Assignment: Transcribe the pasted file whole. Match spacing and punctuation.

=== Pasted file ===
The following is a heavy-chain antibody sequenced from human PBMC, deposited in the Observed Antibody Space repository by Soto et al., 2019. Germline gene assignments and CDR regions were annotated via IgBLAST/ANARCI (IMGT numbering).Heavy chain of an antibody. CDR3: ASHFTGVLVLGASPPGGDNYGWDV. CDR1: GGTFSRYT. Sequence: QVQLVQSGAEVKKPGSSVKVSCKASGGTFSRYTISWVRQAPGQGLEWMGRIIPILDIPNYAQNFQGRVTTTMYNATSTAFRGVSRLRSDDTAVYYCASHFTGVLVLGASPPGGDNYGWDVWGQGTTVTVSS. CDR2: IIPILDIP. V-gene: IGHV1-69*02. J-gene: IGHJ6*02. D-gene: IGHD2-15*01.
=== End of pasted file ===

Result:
The following is a heavy-chain antibody sequenced from human PBMC, deposited in the Observed Antibody Space repository by Soto et al., 2019. Germline gene assignments and CDR regions were annotated via IgBLAST/ANARCI (IMGT numbering).Heavy chain of an antibody. CDR3: ASHFTGVLVLGASPPGGDNYGWDV. CDR1: GGTFSRYT. Sequence: QVQLVQSGAEVKKPGSSVKVSCKASGGTFSRYTISWVRQAPGQGLEWMGRIIPILDIPNYAQNFQGRVTTTMYNATSTAFRGVSRLRSDDTAVYYCASHFTGVLVLGASPPGGDNYGWDVWGQGTTVTVSS. CDR2: IIPILDIP. V-gene: IGHV1-69*02. J-gene: IGHJ6*02. D-gene: IGHD2-15*01.